A combination lock (or permutation lock, word lock) is a keyless lock that uses a sequence of letters, numbers, or symbols to open the lock. Unlike keyed locks, combination locks require that a user knows the proper sequence of characters to open the lock, much like knowing a password for a computer login. A combination lock works by correctly positioning internal components as the sequence is entered, usually through the use of one or more dials.
Combination locks are most commonly associated with safes, but are also popular in low security applications, particularly padlocks. Combination locks are typically compromised via decoding or bypass rather than picking because they offer no direct access to locking components.
The earliest combination lock was excavated from a Roman tomb in Athens, Greece. Attached to a small box, it featured several dials instead of keyholes. In 1206, the Muslim engineer Al-Jazari documented a combination lock in his book al-Ilm Wal-Amal al-Nafi Fi Sina'at al-Hiyal (The Book of Knowledge of Ingenious Mechanical Devices). Muhammad al-Astrulabi (ca 1200) also made combination locks, two of which are kept in Copenhagen and Boston Museums. Gerolamo Cardano later described a combination lock in the 16th century.
Linus Yale, Jr. contributed the first modern style rotary combination locks in the early 1870s. In 1878, Joseph Loch (Germany) modified Yale's design for Tiffany's Jewelers in New York City.  For several decades Loch made many more improvements in the design and function of combination locks.
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Rotary Combination Locks
A rotary combination lock uses a single dial which must be rotated left and right in a certain combination in order to open the lock. Rotary combination locks are commonly used on safes, vaults, and some high-security keyless padlocks.
Contained inside the mechanism are discs, usually three, with notches that must be aligned to allow for a release of the piece holding the lock in place, and the lock to open. The position of the discs are manipulated by turning the dial left and right; on the dial is a catch - a sort of nub - and on each side of the discs is also a small catch. As the dial rotates, there will not be enough space for the catch on the dial to pass the catch on that side of the disc, and so the disc will begin to rotate with the dial. As this disc rotates, its catch will in turn begin rotating the next disc in a similar fashion. Once all discs and the dial are rotating together, the dial is rotated until the last disc is in place and the notch is in the proper positioning, then by rotating the dial in the other direction, the catches will all disconnect, starting from the dial to the first disc and so on until they connect from the other side and the discs begin to rotate together by the same method but in the opposite direction. In this way, the remaining discs are able to rotate and change their position without further disturbing the last disc. The process is completed back and forth until all discs are in place, and the lock is released.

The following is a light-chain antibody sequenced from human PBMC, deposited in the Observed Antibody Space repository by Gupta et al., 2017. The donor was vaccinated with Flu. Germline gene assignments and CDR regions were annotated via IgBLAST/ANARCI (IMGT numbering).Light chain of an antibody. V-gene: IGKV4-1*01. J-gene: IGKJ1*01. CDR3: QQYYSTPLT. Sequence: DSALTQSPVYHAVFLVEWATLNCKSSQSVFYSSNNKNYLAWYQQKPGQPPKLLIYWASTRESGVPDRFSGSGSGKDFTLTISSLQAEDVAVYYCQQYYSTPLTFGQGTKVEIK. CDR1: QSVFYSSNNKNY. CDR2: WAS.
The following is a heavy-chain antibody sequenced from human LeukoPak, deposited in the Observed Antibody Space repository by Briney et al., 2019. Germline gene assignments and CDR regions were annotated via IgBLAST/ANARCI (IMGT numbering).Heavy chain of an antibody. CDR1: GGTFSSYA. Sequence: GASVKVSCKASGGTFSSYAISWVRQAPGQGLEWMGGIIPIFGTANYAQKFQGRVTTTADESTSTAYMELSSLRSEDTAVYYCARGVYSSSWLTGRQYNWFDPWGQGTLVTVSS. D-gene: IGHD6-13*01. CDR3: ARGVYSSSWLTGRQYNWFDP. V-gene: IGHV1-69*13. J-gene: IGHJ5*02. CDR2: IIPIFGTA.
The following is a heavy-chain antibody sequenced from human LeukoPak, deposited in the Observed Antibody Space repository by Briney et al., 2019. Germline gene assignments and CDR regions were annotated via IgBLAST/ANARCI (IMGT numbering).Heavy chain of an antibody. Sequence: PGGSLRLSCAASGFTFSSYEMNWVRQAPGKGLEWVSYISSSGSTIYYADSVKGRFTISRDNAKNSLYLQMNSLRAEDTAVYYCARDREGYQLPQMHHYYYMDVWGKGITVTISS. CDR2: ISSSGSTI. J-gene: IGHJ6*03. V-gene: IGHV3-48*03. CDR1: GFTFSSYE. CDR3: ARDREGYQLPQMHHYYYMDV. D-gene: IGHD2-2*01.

Multiple Dial Locks
One of the simplest types of combination lock, often seen in low-security bicycle locks and in briefcases, uses several rotating discs with notches cut into them. The lock is secured by a pin with several teeth on it which hook into the rotating discs. When the notches in the discs align with the teeth on the pin, the lock can be opened.
This lock is considered to be one of the least secure types of combination lock; many locks of this type can be quickly opened without knowledge of the correct combination. Opening one in this fashion depends on slight irregularities in the machining of the parts.
Pushbutton locks uses numbered or lettered buttons to properly align internal components. Pushing each button on the face of the lock rotates one or more wheels inside the lock. A user who knows the correct sequence of pushes can properly align all wheels and open the lock. Pushbutton locks are popular as standard door locks and padlocks. Pushbutton padlocks are the most common type of lock boxes, common in the real estate industry.
Electronic Combination Locks
- See Electronic Locks
Electronic combination locks function on the same principle of needing to know the correct sequence to open the lock. In most cases a series of numbers or letters is entered on a keypad. If the sequence is correct, the locking mechanism is released. More advanced electronic combination locks can mimic the function of rotary combination locks, particularly the KABA/Mas Hamilton X series of combination locks, such as the KABA X-09.
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